Friday, March 8, 2013
Road to Vytegra
The infrastructure in St. Petersburg and the road to Vytegra were two completely different entities. In St. Petersburg, the buildings were only about 4 or 5 stories tall but as soon as you exited the city, there were several tall, Soviet style buildings. Apparently, this is even acknowledged by the locals because they claim that this area outside of St. Petersburg is actually Leningrad because it follows the Soviet architecture. It was surprising how quickly the environment of St. Petersburg changed. Within thirty minutes of driving outside of the city, the buildings completely changed and right after, you were driving through an area that was not populated by humans and actually resembled places in northern Michigan. However, it was different from Michigan in that there were only apartments and not houses on the outskirts of Petersburg.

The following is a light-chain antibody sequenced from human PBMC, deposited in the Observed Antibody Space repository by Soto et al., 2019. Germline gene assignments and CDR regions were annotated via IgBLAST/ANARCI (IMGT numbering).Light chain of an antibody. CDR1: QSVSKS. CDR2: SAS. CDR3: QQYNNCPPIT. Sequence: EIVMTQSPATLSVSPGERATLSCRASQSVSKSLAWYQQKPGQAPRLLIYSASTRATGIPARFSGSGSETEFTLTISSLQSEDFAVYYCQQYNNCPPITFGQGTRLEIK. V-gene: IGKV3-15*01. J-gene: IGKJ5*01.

There also seemed to be no concept of a rest stop on the roads that we travelled. This can be for two reasons. One is that Russia’s system of governance was that of vertical integration. Therefore, all of the money that the capital cities receive will be applied to the important cities and the rest will be left in disrepair. In other words, the importance of the settlement is necessary in order for the Russian government to provide its needs. Secondly, it shows that there is this belief amongst the Russians that there are not enough Russians who travel this road for it to be necessary to create rest stops. I disagree with this notion because when I was awake, I saw quite a few freight liners and cars driving on the highway. Lastly, about the infrastructure, it was very noticeable that as soon as you left Leningrad Oblast, everything changed. For example, there was no internet service once we entered Vologda Oblast. The roads even changed at this mark because the roads in Vologda Oblast were unpaved. In all, this experience was very helpful for me to fully understand how St. Petersburg is completely different from the heartland.